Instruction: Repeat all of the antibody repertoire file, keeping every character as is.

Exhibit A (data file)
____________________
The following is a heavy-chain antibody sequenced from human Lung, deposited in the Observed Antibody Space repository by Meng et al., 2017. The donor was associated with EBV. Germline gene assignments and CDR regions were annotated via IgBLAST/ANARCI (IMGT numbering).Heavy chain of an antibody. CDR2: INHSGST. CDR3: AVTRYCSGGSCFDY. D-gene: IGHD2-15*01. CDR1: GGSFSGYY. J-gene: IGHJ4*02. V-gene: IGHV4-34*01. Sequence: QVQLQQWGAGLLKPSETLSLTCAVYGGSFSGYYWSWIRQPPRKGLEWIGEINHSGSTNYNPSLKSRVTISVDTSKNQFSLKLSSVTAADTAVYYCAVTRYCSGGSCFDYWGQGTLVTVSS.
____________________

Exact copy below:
The following is a heavy-chain antibody sequenced from human Lung, deposited in the Observed Antibody Space repository by Meng et al., 2017. The donor was associated with EBV. Germline gene assignments and CDR regions were annotated via IgBLAST/ANARCI (IMGT numbering).Heavy chain of an antibody. CDR2: INHSGST. CDR3: AVTRYCSGGSCFDY. D-gene: IGHD2-15*01. CDR1: GGSFSGYY. J-gene: IGHJ4*02. V-gene: IGHV4-34*01. Sequence: QVQLQQWGAGLLKPSETLSLTCAVYGGSFSGYYWSWIRQPPRKGLEWIGEINHSGSTNYNPSLKSRVTISVDTSKNQFSLKLSSVTAADTAVYYCAVTRYCSGGSCFDYWGQGTLVTVSS.